A bi-level deck provides both a sunny, elevated dining area as well as a shady gathering spot. Working around two obstacles on the exterior of our split-entry home (the electric meter and the window) inspired the design.
Step 1: Draw up your plans
Make a grid of your deck plans (here are mine). The major deck was planned to be 10' x 12' and the minor deck was 10' x 7'. I got the permit from the City of Minneapolis around the third week of April for the deck (and it was completed almost exactly three months later). The City needed these plans and explanation where it was in relation to the property lines before I could get the permit.
Step 2: Lay out the footings
For this deck, there were a total eight footings (five on the minor deck and three on the major deck). They were 12" in diameter and 42" deep. There were cinder blocks in the way of the footings, and it was awkward and time consuming to remove the cinder block with a sledgehammer. A larger hole had to be dug to allow the sledgehammer to swing.
Step 3: Pour the footings
The footings on the major deck were poured first; I used twelve 80# bags of quickrete for that alone. Metal supports that will hold the uprights were sunk slightly into the top of the concrete when it was ready to set. The poured footings and cardboard tubes were covered with plastic garbage bags and wood so the rain wouldn't "undo" the work or soften the cardboard as they cured.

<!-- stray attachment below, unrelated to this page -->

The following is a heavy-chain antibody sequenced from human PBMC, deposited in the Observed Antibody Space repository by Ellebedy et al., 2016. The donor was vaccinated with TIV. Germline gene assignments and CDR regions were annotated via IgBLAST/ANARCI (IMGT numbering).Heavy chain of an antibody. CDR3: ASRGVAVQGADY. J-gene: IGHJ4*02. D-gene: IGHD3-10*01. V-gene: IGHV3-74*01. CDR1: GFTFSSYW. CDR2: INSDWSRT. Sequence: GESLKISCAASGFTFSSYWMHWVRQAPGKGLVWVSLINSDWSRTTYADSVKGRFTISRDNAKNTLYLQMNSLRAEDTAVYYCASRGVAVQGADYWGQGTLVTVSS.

Step 4: Lay out the patio
Dig the patio area out and frame it up with 2x4s. Our patio was about 12' by 12.5'. Be sure to schedule the ready-mix concrete truck for this step; there is no reason to haul and mix this concrete on your own!
Step 5: Pour and level the patio
We worked around an old deck landing (seen here as a darker color) so had to use wheelbarrows to get the concrete on the side furthest away from the sidewalk. It takes two people to successfully level the patio. I tried doing it myself but finally ran down the street to recruit a friend.